Pardoning the National Security State

“To judge from what the President said, any hint of lawlessness can be redeemed if undertaken unselfishly for patriotic reasons. It's an argument that would have warmed Nazi hearts at Nuremberg.”


Pardoning the National Security State
January 12, 1993

As an ex-CIA officer who has twice battled the CIA all the way to the Supreme Court, I’ve learned some bitter lessons about how accountability does and doesn’t work in the national security community. But nothing I’ve learned quite prepared me for President Bush’s recent decision to par­don six Iran-contra figures. The action sends the worst possible signal to spy-bu­reaucrats, even as Congress and the courts work overtime to pamper them. It is not an auspicious coincidence.

Admittedly, none of Bush’s parolees es­capes unscathed; you don’t need a pardon if you’re guiltless. Still, the six former Rea­gan-Bush officials who benefited from his Christmas Eve proclamation clearing them of all Iran-contra charges are sure to claim exoneration, thus tempting others to believe they too can skirt the law and get away with it.

Bush seemed oblivious of this danger when he expressed hope in his statement that this would put Iran-contra behind us. Indeed, his very rationale for clemency invites further mischief. To judge from what he said, any hint of lawlessness can be redeemed if undertaken unselfishly for patriotic reasons. It’s an argument that would have warmed Nazi hearts at Nuremberg.


Though accountability remains, of course, the essence of American law, the Iran-contra prosecutions were never about this, at least not in any pure form. Because Con­gress immunized so many witnesses during its 1987 investigations, independent coun­sel Lawrence Walsh was never able to find enough “clean” evidence to prosecute the principal crimes, including violations of export law and congressional restrictions on contra aid. Even the lying and cover-up charges he pursued instead were bowdler­ized in court, leading to convictions for lesser crimes like “withholding information from Congress.”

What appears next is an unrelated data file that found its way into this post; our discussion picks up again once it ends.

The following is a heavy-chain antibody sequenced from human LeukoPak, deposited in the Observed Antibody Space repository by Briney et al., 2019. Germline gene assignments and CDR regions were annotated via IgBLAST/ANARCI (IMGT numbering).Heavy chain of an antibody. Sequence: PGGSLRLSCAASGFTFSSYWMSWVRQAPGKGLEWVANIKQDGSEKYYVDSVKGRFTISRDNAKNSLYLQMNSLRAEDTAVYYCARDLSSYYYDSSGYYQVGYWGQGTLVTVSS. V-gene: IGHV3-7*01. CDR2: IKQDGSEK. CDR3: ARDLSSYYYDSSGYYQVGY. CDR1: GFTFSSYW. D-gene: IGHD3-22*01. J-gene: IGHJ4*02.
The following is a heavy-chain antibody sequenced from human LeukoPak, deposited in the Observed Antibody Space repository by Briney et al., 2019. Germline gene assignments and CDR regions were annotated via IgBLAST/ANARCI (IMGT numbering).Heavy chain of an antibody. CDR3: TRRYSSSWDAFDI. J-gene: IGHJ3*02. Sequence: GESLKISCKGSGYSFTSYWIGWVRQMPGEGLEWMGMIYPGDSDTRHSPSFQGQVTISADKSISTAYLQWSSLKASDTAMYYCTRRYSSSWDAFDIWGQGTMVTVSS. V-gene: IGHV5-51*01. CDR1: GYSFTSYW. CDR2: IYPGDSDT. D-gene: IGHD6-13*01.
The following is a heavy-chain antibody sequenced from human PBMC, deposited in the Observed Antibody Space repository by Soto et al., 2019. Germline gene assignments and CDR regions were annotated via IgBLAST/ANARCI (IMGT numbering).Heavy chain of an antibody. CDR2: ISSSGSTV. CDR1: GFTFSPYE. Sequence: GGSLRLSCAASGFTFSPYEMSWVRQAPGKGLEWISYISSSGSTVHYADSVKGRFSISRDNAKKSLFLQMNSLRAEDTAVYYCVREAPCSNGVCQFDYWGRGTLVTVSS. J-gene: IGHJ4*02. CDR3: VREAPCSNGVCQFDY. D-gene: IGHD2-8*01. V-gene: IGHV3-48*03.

Not that the offenses obscured by such shorthand or forgiven by Bush’s pen stroke were ever marginal. Robert McFarlane, while Reagan’s national security adviser in 1985, helped draft letters to Congress whitewashing Oliver North’s contra activi­ties. CIA officials Clair George, Alan Fiers, and Dewey Clarridge diddled Congress about their own Iran-contra roles, and for­mer assistant secretary of state Elliott Abrams lied about what he knew and didn’t.

Worst of all, Bush’s most prominent pa­rolee, former defense secretary Caspar Weinberger, denied under oath the exis­tence of 1700 diary notes, including one that seemingly implicates Bush in crucial Iran-contra decision making. Bush and other Republican fans have sought to trivialize Weinberger’s wrongdoing by citing his many years of public service. Will they of­fer the same apologia for Clark Clifford, the Democratic elder statesman who has been charged in the BCCI affair? Don’t count on it.

One of the most pernicious aspects of the pardons, in fact, is their aura of selective justice. Pity Richard Secord and Albert Ha­kim, North’s cohorts in crime who received not an honorable mention from Bush. Simi­larly shortchanged were many lesser vic­tims of the cover-up he now forgives. Few of us, for instance, have heard of Arif Dur­rani, a convicted gunrunner who argued throughout his 1987 trial and five-year pris­on term that the White House had been moving arms to Iran at the very moment he was accused of doing so. The government denied his claims, and denied any evidence to support them, and thus cinched his con­viction. Had Weinberger, McFarlane, or any of Bush’s other favorites come clean during Durrani’s trial and appeals, he might have walked.